I've just joined Planet Sugar Labs, so for those of you who haven't read my posts before, I write in an uncensored stream-of-consciousness style. What you're about to read are literally the thoughts that are going through my mind as I wander through a problem.

Using the XO to monitor bees? Sweet! (Thanks to Mike Lee for the tip!)

I'd love to see more experiments and Activities for experiments like this out there, but I'm not sure what needs to be done to foster/encourage/make-it-easier for this to happen. I wonder who else out there is interested articulating good problem statements for Sugar Labs and OLPC - we have an overabundance of people who want to help us solve problems, and a shortage of well-stated problems for them to solve.

Thinking off the top of my head:

  • Maybe we could have a Problems Articulation Sprint (...with a better name) every other week to flesh out and find supplemental resources for things we need help on.
  • Short sprints, so people won't get too tired. Not too frequent, so they won't get burnt out. No obligations, so you can help flesh out a problem and then walk away and expect others will solve it - the point is to make the problem more attractive to solve, either by providing resources so it's easier, or making the potential impact larger, deeper, or clearer, so there's a bigger payoff to solving it.
  • It strikes me that this is quite similar to the concept of bug advocacy. Bugs are problems waiting to be solved, after all.
  • One could imagine a well-moderated feed (blog?) of OLPC/Sugar Labs "problems to solve" - so that people can watch it to see neat project opportunities floating by.
  • I'd want high editorial standards for what gets onto that list, though; we'd have to come up with a set of criteria for what makes a good problem articulation.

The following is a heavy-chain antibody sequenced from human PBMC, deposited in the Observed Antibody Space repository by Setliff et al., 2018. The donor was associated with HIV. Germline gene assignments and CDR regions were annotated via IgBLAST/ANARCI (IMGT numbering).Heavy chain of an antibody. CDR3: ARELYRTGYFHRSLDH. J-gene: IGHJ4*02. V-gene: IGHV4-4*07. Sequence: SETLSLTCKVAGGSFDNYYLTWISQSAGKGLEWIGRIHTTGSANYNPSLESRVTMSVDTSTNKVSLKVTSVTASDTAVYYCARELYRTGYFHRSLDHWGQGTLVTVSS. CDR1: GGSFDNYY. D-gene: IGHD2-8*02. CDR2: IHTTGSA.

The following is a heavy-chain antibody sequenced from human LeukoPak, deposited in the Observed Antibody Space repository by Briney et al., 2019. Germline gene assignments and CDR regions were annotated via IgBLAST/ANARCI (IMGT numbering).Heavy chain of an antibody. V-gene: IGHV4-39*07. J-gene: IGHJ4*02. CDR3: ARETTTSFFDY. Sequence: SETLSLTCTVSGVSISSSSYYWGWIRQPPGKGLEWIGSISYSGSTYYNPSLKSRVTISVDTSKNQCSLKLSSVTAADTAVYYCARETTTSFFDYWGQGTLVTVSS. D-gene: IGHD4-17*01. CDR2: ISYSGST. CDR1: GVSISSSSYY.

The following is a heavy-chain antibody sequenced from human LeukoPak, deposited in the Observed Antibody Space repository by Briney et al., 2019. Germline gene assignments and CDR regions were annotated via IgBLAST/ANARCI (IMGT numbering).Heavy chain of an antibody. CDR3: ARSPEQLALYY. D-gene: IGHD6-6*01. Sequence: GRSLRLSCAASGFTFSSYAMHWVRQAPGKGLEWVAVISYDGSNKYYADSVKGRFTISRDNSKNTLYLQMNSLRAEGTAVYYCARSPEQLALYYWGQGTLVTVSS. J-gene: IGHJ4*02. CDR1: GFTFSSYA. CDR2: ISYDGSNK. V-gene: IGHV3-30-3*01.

• And we'd need to find people on all sides of the pipeline; stakeholders with problems, people to flesh out the problem, people who want to solve articulated problems, people to use and measure the impact of solutions generated for that problem.
  • This is also similar to the idea of flash conferences.
  • I think this is very closely aligned to my (as yet vague and unarticulated-into-goals - should change this) desire to make both projects into newbie-welcoming communities that volunteers can grow within.

I'm running out of steam trying to brainstorm solo - can someone help me pick this up and flesh it out? It's a meta-problem statement - the problem of us not having clear problems to solve. Here are some parts of the meta-problem as far as I can see them.

  1. Our problems don't have scope or scale. What kinds of skills, tools, resources, time are going to be needed to get this done? It's scary to start tackling something with an unbounded resource allocation; you have no idea what kind of expenditure or risk you're in for.
  2. It's difficult to tell when a problem's been solved. What's an unambiguous way to know when you've reached the goal, or how far you are from getting there?
  3. It's not clear what impact solving a problem will have. Who wants this? What difference do we think it will make, and what guarantee do I have of knowing the exact difference it's made - and how long will it take for me to get that information? Is this a difference we want to make? (Is solving this problem aligned with the larger goals of the project, or at least with my own personal goals?)

What else is there?

For my part, here's what I'm going to try. I'd like to try running half of one of our upcoming (OLPC) community test meetings as a problem articulation sprint - they've served parts of this purpose already a bit, but not particularly consciously. Goal: leave meeting with at least one well-articulated, here's-how-you-know-it's-done, annotated-with-relevant-resources, clear-measurable-impact problem statement - for a testing-related problem, and some notion of how we'll find people to take it on.

I'll think about this and get back to it tomorrow when I start prepping for this week's meeting. I'd like to talk with people between now and then about how one might do a good testing-related problems articulating sprint for half an hour over IRC, so if you don't mind being peppered with questions (or have some of your own), find me before Wednesday night. (Reply here, email, IRC, find me in person, whatever means you prefer.)

Signing off for now.